So, under Users and Groups, you can create more users in addition to the root user. If you know about IAM (Identity and Access Management) users in S3, you know all these things. And by default, an IAM user has no permissions.
And to grant the user permissions, there are mainly two ways:
- setting IAM policies for the user (which says, this user can perform the mentioned actions with the specified buckets)
- setting a bucket policy for the bucket (what all actions are allowed on this bucket, and by whom)
- or, a combination of both
Each user gets a unique pair of access and secret keys that you can use to manage the buckets programmatically. There are also programs like Cyberduck (GUI-based) and S3Cmd (CLI) that allows connecting to your buckets using these keys.
The Accounts page is where you set several things such as multi-factor authentication, your account password, enabling FTP, etc. You can also view the details of the root user here, including the ARN (Amazon Resource Name).
Coming to the Billing section, Wasabi currently accepts credit cards for payment. When you connect your card, a small amount (like $5) will be withdrawn temporarily.
Also, remember that if you are in the trial period, adding a credit card will immediately end the trial. All usage from there on will be charged and will be reflected in your monthly invoice.
Other Important Features
Data Center Locations
Wasabi allows creating storage buckets in five regions spread across four locations:
- us-west-1: located around Oregon and California in the USA
- us-east-1 & us-east-2: Virginia, USA
- eu-central-1: Amsterdam, Europe
- ap-northeast-1: Tokyo, Japan
Compared to Wasabi’s other enterprise-grade counterparts, the number of available regions is fewer. For example, both S3 and Google Cloud offers 20+ locations.
Wasabi’s pricing may not be as complex as AWS S3’s, but it is not simple either. First of all, there are two choices available – pay-as-you-go and Reserved Capacity Storage (RCS). Here, we are mainly discussing the pay-as-you-go type.
The minimum price for that is $5.99 TB/month. But there are a few things you have to understand here.
How Wasabi’s pricing works?
The first term to understand is Timed Active Storage. For example, if you store 1TB of data from day 1 to day 30, then that is 1TB-month of active storage. And if you store 1TB for only 15 days, then that is half TB-month. In short, it is a volume-time unit.
Even if your monthly active storage (volume-time) is less than 1TB during a month, you will still be charged $5.99 for storage. If you go over 1TB, then that will also be charged extra at the same rate.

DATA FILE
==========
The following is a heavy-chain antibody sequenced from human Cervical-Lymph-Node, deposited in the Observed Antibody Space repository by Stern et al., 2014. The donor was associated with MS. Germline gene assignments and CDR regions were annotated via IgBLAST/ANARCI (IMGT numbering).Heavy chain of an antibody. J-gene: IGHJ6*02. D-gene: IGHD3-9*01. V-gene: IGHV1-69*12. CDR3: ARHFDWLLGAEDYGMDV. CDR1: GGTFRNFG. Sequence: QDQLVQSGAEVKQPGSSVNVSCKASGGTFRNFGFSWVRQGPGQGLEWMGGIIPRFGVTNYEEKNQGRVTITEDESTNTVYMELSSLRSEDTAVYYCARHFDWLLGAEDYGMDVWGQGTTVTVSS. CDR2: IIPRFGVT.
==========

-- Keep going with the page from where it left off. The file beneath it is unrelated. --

Secondly, there is another important factor, which can result in unexpected bills – minimum retention period for each object. According to that, the minimum storage period for each object is 90 days. If you delete an object before that period, then that will be charged as Timed Deleted Storage, in addition to the Active Storage Charge.
All these details are given on their FAQ page, I just tried to explain it simpler. I also had a few email chats with Wasabi support to understand how it works. I think those conversations will help you understand it better:
Disclaimer: This is how I understood Wasabi’s pricing strategy. If there are any mistakes, please correct me in the comments.
In short, frequent deletion of large objects can really raise your costs.
And the third point is, Wasabi’s egress (download) and API costs are free. But there is a caveat here as well. The total egress volume in a month should be less than the storage volume. That means if your monthly storage utilization is 1TB, the egress should be below 1TB. Otherwise, it may result in issues including account suspension.
Lastly, if you delete your account, then this minimum retention period won’t be applicable. The charges will be prorated, if it’s in between a billing cycle.
Performance & Reliability
To know the download speed and response times, I tested a public image file from ten locations using KeyCDN Tools. However, note that it’s not a good thing to frequently download files, due to Wasabi’s egress policy. But anyway, the test helped to get an idea of the download speeds: